Monday, 25 October 2010

They made Georgie a girl - now let's find her a home!

A former hermaphrodite dog at Manchester Dogs’ Home is looking for a loving home after undergoing a successful gender reassignment operation.
Georgie, a one-year-old Staffie cross, was diagnosed as a hermaphrodite after arriving at the Home. The condition, which involves the presence of both male and female genitalia at the same time, is so rare in dogs that there are not even any recorded statistics as to its occurrence.
When potential adopters were interested in taking Georgie home they were put off by the dogs’ dual sexuality, Manchester Dogs’ Home decided to pay for a gender reassignment operation to improve Georgie’s chances of adoption.
Lisa Graham, Home Manager at Manchester Dogs’ Home, said: “Since being here we’ve had lots of families fall in love with her and ask to own her – but when we sat them down and pointed out she was a hermaphrodite it repulsed them."
Hermaphrodite dogs are extremely rare and US veterinary expert, Marc DiCarlo, described the chance of vets coming across one as “once in a 30-year career”.
Georgie is now a fully-fledged ‘she’ and is recovering well from the surgery.
Anyone interested in adopting Georgie should call Manchester Dogs’ Home on 0844 504 1212.


Chapstaff said...

I'm surprised they felt able to pay for the op when so many Staffs are being put to sleep.

I wonder why potential adopters were put off by this problem, it wouldn't have affected Georgie's health surely, & could have been a good talking point!

I didn't realise it was that rare. My sister had a Jack Russell some years ago who they thought was a boy, but when they took him to be castrated they discovered he had a womb & was somehow 'more female than male'.
They just carried on calling him 'him' anyway. The dog knew no different.

Good luck Georgie, hopefully the advertising will do some good & you'll soon have a nice new home.

wellie boots said...

People were "repulsed"?!?!?!

Those people don't deserve a dog.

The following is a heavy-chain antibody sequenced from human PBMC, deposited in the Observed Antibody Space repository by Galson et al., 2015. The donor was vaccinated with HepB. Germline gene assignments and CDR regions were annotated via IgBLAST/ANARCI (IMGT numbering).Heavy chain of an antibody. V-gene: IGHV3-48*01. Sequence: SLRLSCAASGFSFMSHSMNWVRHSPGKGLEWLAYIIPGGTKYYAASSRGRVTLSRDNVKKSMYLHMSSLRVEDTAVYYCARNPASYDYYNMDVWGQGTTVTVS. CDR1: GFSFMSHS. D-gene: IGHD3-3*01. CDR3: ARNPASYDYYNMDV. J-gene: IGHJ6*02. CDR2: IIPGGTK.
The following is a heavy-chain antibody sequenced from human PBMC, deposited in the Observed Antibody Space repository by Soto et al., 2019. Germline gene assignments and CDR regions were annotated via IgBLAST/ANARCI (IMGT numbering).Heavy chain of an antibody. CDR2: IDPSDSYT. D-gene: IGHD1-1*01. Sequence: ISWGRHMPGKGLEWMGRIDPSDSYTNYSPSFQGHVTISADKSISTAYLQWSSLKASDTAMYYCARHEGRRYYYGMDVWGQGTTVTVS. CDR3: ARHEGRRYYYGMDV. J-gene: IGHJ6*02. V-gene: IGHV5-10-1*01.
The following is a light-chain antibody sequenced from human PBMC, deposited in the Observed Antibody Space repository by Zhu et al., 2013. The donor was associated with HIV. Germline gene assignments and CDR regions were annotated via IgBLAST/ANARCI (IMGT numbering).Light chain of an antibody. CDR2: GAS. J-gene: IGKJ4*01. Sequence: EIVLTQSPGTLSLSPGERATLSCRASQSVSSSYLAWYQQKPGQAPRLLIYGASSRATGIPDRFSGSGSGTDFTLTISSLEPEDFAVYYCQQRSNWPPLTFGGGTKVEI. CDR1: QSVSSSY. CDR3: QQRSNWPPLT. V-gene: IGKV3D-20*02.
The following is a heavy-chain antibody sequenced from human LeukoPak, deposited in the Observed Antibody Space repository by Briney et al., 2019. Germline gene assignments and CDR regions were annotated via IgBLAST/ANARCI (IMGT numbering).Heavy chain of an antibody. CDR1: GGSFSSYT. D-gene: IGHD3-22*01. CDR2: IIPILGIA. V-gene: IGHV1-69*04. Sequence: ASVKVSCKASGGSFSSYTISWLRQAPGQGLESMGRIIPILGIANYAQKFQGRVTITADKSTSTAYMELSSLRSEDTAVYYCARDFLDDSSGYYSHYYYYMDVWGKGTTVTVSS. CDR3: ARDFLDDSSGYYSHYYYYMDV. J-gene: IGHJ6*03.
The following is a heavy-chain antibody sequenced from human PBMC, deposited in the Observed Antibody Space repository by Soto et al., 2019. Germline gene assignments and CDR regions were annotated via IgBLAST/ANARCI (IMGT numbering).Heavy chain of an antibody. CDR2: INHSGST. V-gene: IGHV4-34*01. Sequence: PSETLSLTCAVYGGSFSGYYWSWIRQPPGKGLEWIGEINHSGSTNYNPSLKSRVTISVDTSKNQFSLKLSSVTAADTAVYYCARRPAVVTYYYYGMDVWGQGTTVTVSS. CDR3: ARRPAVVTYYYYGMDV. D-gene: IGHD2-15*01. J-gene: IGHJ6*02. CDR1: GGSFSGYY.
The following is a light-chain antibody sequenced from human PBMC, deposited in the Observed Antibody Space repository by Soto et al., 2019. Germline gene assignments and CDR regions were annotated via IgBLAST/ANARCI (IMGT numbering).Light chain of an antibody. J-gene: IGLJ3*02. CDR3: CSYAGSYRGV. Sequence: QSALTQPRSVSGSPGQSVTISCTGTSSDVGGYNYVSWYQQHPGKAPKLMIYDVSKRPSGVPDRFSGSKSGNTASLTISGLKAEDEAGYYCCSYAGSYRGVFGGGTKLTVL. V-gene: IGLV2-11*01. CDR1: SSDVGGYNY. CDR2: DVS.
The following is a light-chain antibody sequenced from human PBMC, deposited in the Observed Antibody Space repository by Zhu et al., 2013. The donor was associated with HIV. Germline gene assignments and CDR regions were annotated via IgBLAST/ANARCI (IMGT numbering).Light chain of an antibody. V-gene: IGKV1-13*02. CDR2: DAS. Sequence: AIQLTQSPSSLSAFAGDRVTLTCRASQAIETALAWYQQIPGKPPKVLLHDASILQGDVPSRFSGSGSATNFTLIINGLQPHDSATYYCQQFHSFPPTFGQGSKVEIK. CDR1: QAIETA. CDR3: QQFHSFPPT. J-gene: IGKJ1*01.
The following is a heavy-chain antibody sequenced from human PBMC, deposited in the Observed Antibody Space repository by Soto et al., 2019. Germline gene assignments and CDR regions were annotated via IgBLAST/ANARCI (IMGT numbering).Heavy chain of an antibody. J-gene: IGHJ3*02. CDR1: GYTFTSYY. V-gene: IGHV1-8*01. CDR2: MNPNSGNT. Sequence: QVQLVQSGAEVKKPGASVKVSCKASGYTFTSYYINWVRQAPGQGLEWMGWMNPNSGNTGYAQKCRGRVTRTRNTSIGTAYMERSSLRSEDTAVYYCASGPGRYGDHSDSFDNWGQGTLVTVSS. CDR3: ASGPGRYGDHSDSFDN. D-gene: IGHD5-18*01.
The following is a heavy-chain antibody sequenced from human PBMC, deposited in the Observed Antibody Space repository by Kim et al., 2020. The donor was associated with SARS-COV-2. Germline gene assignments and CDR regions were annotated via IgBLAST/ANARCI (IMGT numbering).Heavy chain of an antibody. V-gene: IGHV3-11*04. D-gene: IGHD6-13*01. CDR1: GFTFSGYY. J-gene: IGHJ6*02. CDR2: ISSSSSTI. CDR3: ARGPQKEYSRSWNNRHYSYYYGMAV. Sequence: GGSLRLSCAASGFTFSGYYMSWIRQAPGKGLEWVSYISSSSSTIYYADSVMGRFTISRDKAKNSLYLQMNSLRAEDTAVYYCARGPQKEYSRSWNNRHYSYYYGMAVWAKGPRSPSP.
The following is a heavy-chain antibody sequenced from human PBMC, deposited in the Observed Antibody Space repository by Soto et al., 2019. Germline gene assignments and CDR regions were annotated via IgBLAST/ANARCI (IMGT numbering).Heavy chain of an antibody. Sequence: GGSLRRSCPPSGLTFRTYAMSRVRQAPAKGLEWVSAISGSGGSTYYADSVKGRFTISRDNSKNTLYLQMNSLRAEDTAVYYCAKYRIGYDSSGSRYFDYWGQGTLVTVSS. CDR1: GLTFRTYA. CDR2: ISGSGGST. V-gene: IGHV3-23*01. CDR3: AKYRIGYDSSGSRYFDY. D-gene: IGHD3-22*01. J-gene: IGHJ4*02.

Thank goodness dogs don't judge people by the same standards some people judge them (and presumably other people. No wonder there is high suicide rate amongst gay and trangendered people).

And I thought prejudice was improving. I must just be choosing my friends better these days.

Beverley Cuddy said...

Well said Wellie Boots - isn't it dreadful!
A dog's gender shouldn't matter in the slightest - and as you say if people can get repulsed by this lovely dog, how much prejudice must transgender people have to cope with?
I was shocked when I read the press release - 'repulsed' is a very strong word to use.
I find it repulsive that people feel comfortable about behaving with so little compassion.

wellie boots said...

It is probably against an equal opps policy somewhere... surgery on a healthy dog because people didn't like it?

How about Manchester Dogs Home turning round to prospective adopters and saying that it is still the perfectly healthy and loving dog they fell in love with?

A couple of ads in the gay village or the Pink Times could have probably found this dog a loving home au natrel instead of pandering to bigots.

(Beverley, I realise i may have gone too far with this and you may want to edit. But i really can't believe it and I don't know who I am more upset with - people being repulsed, the dogs home for operating on the dog and thinking it was ok for the people to be repulsed and pandering to that, or the dogs home/paper for not qualifying the statement "repulsed" - as though it is the most natural and acceptable thing in the world to turn away a dog because of it's sexual organs, which is what i think you meant in your last sentence... grrrrrrr)

Viatecio said...

Just wanted to echo that I completely agree with you, Wellie Boots! People either have some serious insecurity issues or need to do some long-term priority rearrangements if they think they're ever going to own a dog.

Wonder if they'd get rid of a dog for even doing such a thing as licking the genitals with which it was born...

wellie boots said...

Thanks :) My faith in humans is restored :)

priority rearrangements - do you think there is a surgical procedure for that?!


Viatecio said...

It must be something similar to the Cranial Removal From Anal Sphincter operation. Either that or Cranial Removal From Large Sandy Area.

Other than that, I've got nuthin'.

Now I'm curious...what types of priorities CAN one have rearranged surgically?

Sheila said...

Since many adopted dogs are spayed or neutered anyway, I'm not sure what the genitalia left over has any thing to do with the owner. Once the testicles and/or uterus is removed from a dog, your business with that area is pretty much done IMO.

So, yeah, people repulsed by a dog that has both bits? Get over yourself and realize that you're not a real dog lover and didn't deserve to have George/Georgie Girl in your life. I'm just sorry she had to go under the knife to "fit in" to a human world when she probably couldn't care less...